Per capita spending on prescription drugs is higher in America than in anywhere else. This is primarily due to the increase in brand-name prescription drug costs.
For anyone dealing with ongoing health issues on a strict budget, this is a big concern. Many people in this situation end up going without much-needed drugs.
Unfortunately, even with health insurance, many drugs can still be rather expensive. It’s becoming more and more necessary for people to seek out ways to reduce costs while still staying healthy.
This may seem impossible, but there are ways. In fact, there are more ways than you may realize.
If you need to cut your prescription drug costs, keep reading. We’re going over ten options that will help you save.
1. Take Advantage of Samples :
Before you start a new medication, make sure you ask about samples. This way you don’t pay for anything up front while you test out the drug to make sure it’s right for you.
Doctors usually have plenty of sample packets of drugs, especially new ones. Pharmaceutical reps provide them when visiting offices. Drug manufacturers also offer 30-day samples for some drugs.
Instead of paying for an entire month’s supply, ask your doctor about samples. This is perfect if you have a short-term illness, or aren’t sure the drug will work.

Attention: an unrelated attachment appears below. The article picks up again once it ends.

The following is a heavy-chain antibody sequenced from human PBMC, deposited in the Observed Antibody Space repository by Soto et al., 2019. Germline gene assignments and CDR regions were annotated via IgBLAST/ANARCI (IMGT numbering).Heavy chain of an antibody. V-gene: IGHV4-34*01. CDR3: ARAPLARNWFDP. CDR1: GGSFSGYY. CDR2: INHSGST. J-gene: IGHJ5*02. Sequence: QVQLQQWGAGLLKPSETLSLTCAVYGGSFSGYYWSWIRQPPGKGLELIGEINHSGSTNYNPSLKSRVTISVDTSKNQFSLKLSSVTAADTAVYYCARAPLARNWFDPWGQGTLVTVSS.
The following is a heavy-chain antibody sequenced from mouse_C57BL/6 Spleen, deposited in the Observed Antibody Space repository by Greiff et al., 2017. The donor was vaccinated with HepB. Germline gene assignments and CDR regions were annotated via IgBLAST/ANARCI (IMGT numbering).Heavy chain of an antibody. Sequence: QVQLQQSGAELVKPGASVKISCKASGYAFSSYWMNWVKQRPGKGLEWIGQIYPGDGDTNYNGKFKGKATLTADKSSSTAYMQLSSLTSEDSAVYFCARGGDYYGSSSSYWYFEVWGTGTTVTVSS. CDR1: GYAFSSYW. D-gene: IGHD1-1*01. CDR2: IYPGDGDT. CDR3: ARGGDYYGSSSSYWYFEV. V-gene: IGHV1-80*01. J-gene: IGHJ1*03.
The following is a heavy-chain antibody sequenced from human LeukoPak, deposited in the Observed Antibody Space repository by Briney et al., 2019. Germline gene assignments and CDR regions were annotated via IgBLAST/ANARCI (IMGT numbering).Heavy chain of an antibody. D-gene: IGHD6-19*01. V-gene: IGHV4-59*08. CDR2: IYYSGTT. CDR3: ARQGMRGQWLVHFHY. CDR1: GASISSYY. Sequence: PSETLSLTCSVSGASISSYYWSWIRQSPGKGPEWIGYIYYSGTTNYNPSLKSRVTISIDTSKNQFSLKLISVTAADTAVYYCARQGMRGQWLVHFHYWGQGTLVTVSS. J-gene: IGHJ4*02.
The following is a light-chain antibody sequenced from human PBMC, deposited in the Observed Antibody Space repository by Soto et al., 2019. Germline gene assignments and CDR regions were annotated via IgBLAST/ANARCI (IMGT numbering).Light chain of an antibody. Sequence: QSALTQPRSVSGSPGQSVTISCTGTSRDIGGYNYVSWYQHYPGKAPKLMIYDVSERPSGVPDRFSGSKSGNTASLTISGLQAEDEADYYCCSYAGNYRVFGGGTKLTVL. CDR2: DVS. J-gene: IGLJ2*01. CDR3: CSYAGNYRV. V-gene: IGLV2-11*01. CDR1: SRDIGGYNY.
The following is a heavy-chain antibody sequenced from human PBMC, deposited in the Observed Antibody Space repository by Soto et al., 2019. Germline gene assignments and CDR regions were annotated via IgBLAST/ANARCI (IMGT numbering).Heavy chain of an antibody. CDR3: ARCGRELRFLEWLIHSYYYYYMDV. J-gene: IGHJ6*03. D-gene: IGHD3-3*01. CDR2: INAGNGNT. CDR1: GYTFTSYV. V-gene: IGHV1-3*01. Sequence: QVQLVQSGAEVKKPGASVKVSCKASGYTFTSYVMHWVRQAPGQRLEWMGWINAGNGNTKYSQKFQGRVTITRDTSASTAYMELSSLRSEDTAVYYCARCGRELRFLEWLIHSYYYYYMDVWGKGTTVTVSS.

2. Always Ask for Generic :
Prescription drug costs are always higher for the brand-name options. However, many drugs have generic alternatives that aren’t as expensive.
The same manufacturing standards are applied to these generic versions, but they don’t carry the same advertising and research costs. Essentially, you’re getting the same drug for much less.
Make sure you ask your doctor about generic alternatives to all drugs you’re on. If you’re skeptical about them, ask about their effectiveness and if they’ll have the same effects as the name brands.
3. Get 90-Day Supplies :
You can often save on prescription drug costs by opting for 90-day supplies instead of the standard 30-day.
Many times, local pharmacies will offer discounted rates if you go with 90-day. Your insurance may also offer reduced prices and even provide free delivery.